The order of the names on a poster is determined by billing

Obviously, there are several design templates for different types of movies, but regardless of the design, one thing remains constant. The names of stars on a poster are typically rendered either top-to-bottom or left-to-right, and are arranged in descending order of "billing" — that is, the "top billed" star, the biggest name and/or box office draw, appears first (either on top, or on the far left). Some stars even have top billing worked into their contracts, and it gets weird in certain cases where the ostensible star of the film isn't the biggest name in the cast.

Famous examples of this abound, but the early superhero genre gives us two excellent examples: on the poster for 1978's Superman, Marlon Brando and Gene Hackman (both enormous stars) were billed above Christopher Reeve; and on the iconic, minimalist one-sheet for 1989's Batman, Jack Nicholson famously received top billing over "star" Michael Keaton.

There are lots of ins and outs to this convention (it can get extremely tricky with star-studded ensemble casts), but for our purposes, the simple fact is that the order of billing (as determined by the cast's egos and/or contracts) rarely lines up with the order in which the cast appears on the poster (as determined by the conventions of poster design).  One final, fluke-ish point to make here: major stars appearing in relatively minor roles (like Samuel L. Jackson as Nick Fury in every other Marvel movie or so) will often receive an "and" before their name, and are always billed last. If this actor's character is an ally/buddy (which they often are), that means they'll usually appear on the one-sheet's far left, while their name will appear on the far right. Madness!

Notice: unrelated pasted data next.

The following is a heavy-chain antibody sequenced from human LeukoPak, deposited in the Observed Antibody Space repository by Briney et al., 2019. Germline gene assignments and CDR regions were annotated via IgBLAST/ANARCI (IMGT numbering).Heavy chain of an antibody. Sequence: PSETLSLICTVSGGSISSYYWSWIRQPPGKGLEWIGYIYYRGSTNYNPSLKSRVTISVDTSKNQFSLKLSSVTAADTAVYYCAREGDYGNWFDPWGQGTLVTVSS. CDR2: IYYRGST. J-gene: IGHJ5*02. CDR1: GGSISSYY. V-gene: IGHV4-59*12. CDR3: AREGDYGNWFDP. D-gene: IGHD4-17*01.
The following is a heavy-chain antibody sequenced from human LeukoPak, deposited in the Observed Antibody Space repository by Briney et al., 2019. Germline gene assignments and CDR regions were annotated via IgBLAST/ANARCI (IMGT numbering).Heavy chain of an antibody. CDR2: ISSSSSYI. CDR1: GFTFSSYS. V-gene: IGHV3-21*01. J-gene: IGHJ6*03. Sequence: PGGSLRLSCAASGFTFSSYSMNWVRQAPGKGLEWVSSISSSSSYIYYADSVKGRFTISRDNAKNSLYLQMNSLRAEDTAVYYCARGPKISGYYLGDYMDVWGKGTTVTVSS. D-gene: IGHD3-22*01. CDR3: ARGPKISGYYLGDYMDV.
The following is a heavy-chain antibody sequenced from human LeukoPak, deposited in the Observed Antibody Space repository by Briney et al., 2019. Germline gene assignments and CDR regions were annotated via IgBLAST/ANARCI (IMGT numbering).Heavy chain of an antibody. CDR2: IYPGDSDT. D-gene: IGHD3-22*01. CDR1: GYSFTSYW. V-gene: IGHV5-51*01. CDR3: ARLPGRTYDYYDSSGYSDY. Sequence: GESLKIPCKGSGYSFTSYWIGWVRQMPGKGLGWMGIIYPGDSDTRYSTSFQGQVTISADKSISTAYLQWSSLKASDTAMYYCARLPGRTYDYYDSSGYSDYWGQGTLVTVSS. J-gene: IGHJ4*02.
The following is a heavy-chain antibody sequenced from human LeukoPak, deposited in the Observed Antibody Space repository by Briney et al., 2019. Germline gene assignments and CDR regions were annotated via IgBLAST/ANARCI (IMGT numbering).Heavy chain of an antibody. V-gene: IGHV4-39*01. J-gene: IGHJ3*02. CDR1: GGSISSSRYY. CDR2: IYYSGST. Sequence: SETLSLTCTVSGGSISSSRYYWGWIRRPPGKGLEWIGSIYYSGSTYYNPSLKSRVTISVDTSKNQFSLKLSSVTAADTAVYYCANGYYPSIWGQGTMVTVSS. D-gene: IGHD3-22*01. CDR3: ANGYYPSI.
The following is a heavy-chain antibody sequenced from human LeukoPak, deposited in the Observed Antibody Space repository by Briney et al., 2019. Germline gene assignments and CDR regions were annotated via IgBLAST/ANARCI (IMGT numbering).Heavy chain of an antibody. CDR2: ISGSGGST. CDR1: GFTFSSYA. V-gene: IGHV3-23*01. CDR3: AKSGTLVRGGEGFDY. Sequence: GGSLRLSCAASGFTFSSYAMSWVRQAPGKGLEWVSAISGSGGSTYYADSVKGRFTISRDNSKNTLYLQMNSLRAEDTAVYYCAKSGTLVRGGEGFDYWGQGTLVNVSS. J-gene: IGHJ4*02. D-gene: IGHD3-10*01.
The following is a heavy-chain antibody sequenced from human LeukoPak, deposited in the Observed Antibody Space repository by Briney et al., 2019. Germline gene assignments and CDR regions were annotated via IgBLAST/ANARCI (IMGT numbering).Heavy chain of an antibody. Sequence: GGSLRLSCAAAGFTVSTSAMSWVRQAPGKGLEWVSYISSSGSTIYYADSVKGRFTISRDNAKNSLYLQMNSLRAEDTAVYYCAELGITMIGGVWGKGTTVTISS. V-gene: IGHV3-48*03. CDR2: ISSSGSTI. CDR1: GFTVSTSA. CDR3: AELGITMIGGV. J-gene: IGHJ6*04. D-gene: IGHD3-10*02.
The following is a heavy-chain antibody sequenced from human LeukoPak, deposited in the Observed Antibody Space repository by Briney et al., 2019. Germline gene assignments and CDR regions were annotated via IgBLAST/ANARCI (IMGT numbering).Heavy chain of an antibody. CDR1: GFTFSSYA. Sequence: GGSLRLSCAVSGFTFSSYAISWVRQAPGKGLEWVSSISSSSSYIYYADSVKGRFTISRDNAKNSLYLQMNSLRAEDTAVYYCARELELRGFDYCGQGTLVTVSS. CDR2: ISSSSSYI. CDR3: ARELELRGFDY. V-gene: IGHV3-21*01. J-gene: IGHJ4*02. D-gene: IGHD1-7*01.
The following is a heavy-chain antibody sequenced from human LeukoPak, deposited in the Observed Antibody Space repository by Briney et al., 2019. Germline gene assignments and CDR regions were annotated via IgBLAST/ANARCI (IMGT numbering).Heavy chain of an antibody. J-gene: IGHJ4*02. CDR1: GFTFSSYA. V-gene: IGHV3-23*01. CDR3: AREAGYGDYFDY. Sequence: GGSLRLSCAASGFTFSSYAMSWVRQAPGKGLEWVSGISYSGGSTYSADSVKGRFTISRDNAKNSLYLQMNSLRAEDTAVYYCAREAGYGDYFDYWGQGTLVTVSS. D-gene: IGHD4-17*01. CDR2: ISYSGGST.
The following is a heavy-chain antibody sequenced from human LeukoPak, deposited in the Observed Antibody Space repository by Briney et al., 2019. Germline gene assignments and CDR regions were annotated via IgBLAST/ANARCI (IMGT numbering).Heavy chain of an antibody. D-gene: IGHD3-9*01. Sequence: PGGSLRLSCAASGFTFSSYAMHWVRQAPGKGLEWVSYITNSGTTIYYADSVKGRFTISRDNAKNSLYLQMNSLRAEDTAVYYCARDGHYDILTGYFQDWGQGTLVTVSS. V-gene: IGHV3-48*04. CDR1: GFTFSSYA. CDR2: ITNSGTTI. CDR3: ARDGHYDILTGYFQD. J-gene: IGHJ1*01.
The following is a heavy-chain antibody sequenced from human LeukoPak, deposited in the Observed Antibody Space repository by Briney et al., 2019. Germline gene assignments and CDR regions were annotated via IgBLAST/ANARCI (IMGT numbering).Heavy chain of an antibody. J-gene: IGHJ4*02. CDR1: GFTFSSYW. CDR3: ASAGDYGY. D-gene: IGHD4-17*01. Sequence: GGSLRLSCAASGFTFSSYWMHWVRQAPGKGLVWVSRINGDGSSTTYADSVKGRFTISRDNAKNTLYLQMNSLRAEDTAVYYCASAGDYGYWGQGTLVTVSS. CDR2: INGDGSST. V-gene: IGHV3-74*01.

Will out-of-order names on movie posters ever be fixed?

If it seems like billing order is a ridiculous thing for world-famous actors to be fighting over, well, we're right there with you. After all, if Robert Downey, Jr.'s mug is front and center (and, er, maybe slightly to the right) on the poster, it's doubtful that moviegoers will get confused as to whether he is involved if his name doesn't appear in the exact spot prescribed by this decades-old convention.

At this point, though, it's so thoroughly ingrained in the filmmaking business — as is the fine, bizarrely repetitive art of poster design — that it's not likely to change anytime soon. (Or, you know, ever.) Creative solutions to even the most contentious billing disputes were already arrived at a lifetime ago; take, to name just one example, the smash hit 1974 disaster film The Towering Inferno. To solve the problem of who would receive top billing between Steve McQueen and Paul Newman (who were pretty much dead-on equal in terms of star power at the time), producers simply requested that the poster's designers stagger the names so that McQueen's appeared furthest left on the one-sheet, while Newman's appeared closest to the top.

Silly, right? Well, whatever it takes to make your stars happy, and keep that dough rolling in. We're sorry to report that out-of-order names on movie posters will, in all likelihood, continue to drive you nuts for the foreseeable future; on the bright side, at least now you know why.